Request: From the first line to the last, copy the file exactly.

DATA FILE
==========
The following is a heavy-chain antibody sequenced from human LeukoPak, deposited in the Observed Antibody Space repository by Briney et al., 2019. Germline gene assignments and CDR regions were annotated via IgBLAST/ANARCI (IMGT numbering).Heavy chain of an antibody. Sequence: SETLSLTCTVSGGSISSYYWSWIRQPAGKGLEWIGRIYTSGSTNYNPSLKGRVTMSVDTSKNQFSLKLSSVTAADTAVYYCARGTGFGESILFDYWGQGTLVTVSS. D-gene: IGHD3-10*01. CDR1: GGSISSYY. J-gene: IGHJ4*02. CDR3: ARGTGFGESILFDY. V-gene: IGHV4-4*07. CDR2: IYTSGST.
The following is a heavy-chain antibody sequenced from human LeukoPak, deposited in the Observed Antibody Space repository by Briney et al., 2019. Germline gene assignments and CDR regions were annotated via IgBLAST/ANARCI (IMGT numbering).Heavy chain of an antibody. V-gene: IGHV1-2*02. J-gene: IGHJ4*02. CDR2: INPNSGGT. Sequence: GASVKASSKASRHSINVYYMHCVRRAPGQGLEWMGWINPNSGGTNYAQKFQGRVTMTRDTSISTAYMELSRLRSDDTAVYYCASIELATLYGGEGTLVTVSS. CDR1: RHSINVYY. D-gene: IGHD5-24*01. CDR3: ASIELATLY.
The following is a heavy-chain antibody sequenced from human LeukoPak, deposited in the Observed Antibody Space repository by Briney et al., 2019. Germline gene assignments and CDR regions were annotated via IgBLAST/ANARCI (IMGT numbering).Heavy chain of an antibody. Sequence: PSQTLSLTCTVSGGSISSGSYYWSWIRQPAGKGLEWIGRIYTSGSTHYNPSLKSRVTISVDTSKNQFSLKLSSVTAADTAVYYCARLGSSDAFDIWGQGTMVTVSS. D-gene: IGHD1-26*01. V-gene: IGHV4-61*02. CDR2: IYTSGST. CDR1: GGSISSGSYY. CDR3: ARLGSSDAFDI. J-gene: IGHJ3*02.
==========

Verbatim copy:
The following is a heavy-chain antibody sequenced from human LeukoPak, deposited in the Observed Antibody Space repository by Briney et al., 2019. Germline gene assignments and CDR regions were annotated via IgBLAST/ANARCI (IMGT numbering).Heavy chain of an antibody. Sequence: SETLSLTCTVSGGSISSYYWSWIRQPAGKGLEWIGRIYTSGSTNYNPSLKGRVTMSVDTSKNQFSLKLSSVTAADTAVYYCARGTGFGESILFDYWGQGTLVTVSS. D-gene: IGHD3-10*01. CDR1: GGSISSYY. J-gene: IGHJ4*02. CDR3: ARGTGFGESILFDY. V-gene: IGHV4-4*07. CDR2: IYTSGST.
The following is a heavy-chain antibody sequenced from human LeukoPak, deposited in the Observed Antibody Space repository by Briney et al., 2019. Germline gene assignments and CDR regions were annotated via IgBLAST/ANARCI (IMGT numbering).Heavy chain of an antibody. V-gene: IGHV1-2*02. J-gene: IGHJ4*02. CDR2: INPNSGGT. Sequence: GASVKASSKASRHSINVYYMHCVRRAPGQGLEWMGWINPNSGGTNYAQKFQGRVTMTRDTSISTAYMELSRLRSDDTAVYYCASIELATLYGGEGTLVTVSS. CDR1: RHSINVYY. D-gene: IGHD5-24*01. CDR3: ASIELATLY.
The following is a heavy-chain antibody sequenced from human LeukoPak, deposited in the Observed Antibody Space repository by Briney et al., 2019. Germline gene assignments and CDR regions were annotated via IgBLAST/ANARCI (IMGT numbering).Heavy chain of an antibody. Sequence: PSQTLSLTCTVSGGSISSGSYYWSWIRQPAGKGLEWIGRIYTSGSTHYNPSLKSRVTISVDTSKNQFSLKLSSVTAADTAVYYCARLGSSDAFDIWGQGTMVTVSS. D-gene: IGHD1-26*01. V-gene: IGHV4-61*02. CDR2: IYTSGST. CDR1: GGSISSGSYY. CDR3: ARLGSSDAFDI. J-gene: IGHJ3*02.